The importance of the novel was particularly evident in the era in which it was written, as it lit a fuse that shocked many people, including people of left-leaning sympathies who were called out in the book as selling out the black man just as much as the deeply rooted racists in the South, as in the end, arrested black males continued to be stigmatized in the press by left-leaning white press publications that used racially lurid and inflammatory headlines to attract interest and sell papers, at the expense of those arrested. Wright’s story was inspired by the 1938 arrest and trial of Robert Nixon, who confessed to five slayings and multiple assaults, though the Chicago police alternately beat him and offered him sweets and strawberry soda, depicted with racist imagery in the mainstream press with lurid descriptions of sex crimes, eventually executed in the electric chair at the Cook County jail in 1939. The social controversy surrounding the book, prompting a scorching defending essay by the author himself "How Bigger Was Born" in March of 1940, made it impossible to ever make and/or release a movie in the United States, in much the same way author Richard Wright, a former member of the Communist Party and an avowed black Marxist, whose works were blacklisted by the Hollywood movie studios in the 1950’s, and fellow author James Baldwin, an avowed black homosexual, both outspoken intellectuals disappointed in the nation’s inability to hear voices of social protest, emblematic of what this book represents, were eventually forced to leave America altogether and move to France, which seemed to tolerate racial diversity without all the race hatred. So it’s perhaps appropriate that the filmmaker chosen to make this film is, in fact, French, but also Jewish, where he was forced to leave Nazi-occupied France during the war and emigrate to South America, making several movies in Argentina where this film was eventually made.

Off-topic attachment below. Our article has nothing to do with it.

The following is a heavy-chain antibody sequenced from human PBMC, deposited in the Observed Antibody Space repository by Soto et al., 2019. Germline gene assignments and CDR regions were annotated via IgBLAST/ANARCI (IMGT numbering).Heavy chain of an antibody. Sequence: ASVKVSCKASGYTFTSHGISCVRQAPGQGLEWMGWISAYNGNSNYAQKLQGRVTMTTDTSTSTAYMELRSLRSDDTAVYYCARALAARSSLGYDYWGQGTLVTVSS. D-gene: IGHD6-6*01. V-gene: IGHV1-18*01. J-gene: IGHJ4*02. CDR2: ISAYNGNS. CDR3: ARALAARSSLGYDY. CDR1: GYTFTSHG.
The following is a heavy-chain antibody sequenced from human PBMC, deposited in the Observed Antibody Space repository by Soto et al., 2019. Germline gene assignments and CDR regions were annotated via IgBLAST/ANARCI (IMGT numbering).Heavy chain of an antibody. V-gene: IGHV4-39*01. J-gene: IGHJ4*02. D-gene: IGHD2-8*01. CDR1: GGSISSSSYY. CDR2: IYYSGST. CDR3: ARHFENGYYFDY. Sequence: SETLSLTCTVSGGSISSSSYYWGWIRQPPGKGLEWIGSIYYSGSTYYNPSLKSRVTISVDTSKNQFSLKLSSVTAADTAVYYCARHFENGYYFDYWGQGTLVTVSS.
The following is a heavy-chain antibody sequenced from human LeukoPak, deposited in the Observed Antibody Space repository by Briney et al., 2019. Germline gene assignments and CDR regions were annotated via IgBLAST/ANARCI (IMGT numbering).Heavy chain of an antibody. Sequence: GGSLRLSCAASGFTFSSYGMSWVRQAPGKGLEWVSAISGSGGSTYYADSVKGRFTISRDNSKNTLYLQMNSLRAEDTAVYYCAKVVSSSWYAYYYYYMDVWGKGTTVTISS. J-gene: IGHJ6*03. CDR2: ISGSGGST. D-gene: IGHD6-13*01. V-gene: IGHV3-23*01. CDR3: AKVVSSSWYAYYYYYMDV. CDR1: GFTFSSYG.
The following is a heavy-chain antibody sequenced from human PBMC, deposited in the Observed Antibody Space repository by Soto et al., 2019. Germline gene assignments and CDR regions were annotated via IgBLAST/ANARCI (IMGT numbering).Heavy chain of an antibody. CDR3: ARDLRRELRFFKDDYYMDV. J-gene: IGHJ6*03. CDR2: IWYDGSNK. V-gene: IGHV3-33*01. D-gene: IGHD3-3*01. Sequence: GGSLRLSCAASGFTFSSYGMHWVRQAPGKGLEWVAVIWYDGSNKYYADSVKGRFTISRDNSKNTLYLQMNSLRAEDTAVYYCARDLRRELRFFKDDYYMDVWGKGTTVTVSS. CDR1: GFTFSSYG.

With that in mind, it might surprise people that the film’s opening is a veritable time capsule of Chicago in the late 40’s and early 50’s, capturing the architectural skyline and the fully lit-up downtown movie marquees at night which are seen repeatedly through rear projection images in various car rides. The thriving street life, the Wrigley Building and the Tribune Tower, the CTA busses and elevated trains, the old Conrad Hilton Hotel and Buckingham Fountain are all given elaborate recognition, where people can see this and immediately relate to the Chicago they know. But then the images shift to the South Side of Chicago, the poor black neighborhoods where people are stacked on top of one another, where kids play openly in the alleyways and on the streets, with dogs running freely, but also newspaper pages are left in the breeze on the sidewalks, where dirt and broken glass are more prevalent, also abandoned buildings and empty lots, as this is a decidedly poorer and filthier neighborhood than the picture postcard view of an immaculate downtown. One of the things this film does well is differentiate between the two different worlds, presented almost as if they can’t coexist. While Bigger is only twenty in the book, living at home in a one-roomed apartment with his younger brother and sister under his mother’s roof, he’s seen as little more than a sullen teenager whose constant anger and moodiness leave him drifting in a world of poverty and unemployment, alienated from the larger world around him. Instead of an exasperated kid who doesn’t have the words to explain his inner anguish, in the movie he is played by author Richard Wright himself, where at 42 years of age he’s already a full grown man whose chief characteristic is being an overbearing bully, particularly to his girlfriend Bessie (Gloria Madison), always ordering her around, while remaining docile and submissive in the white world. Wright’s performance in particular, the only one of his career, was singled out as being wooden and ineffectual, never conveying the complexity of the character, though this version of the film, both the American and the Argentine, was preserved by the Library of Congress in 2004, where the historical influence of the material outweighs any cinematic limitations, such as being made on the cheap. Of interest, Native Son was directed by Orson Welles’ Mercury Theater and ran successfully on Broadway from 1941 – 43, and was Welles’s last real triumph on the New York stage.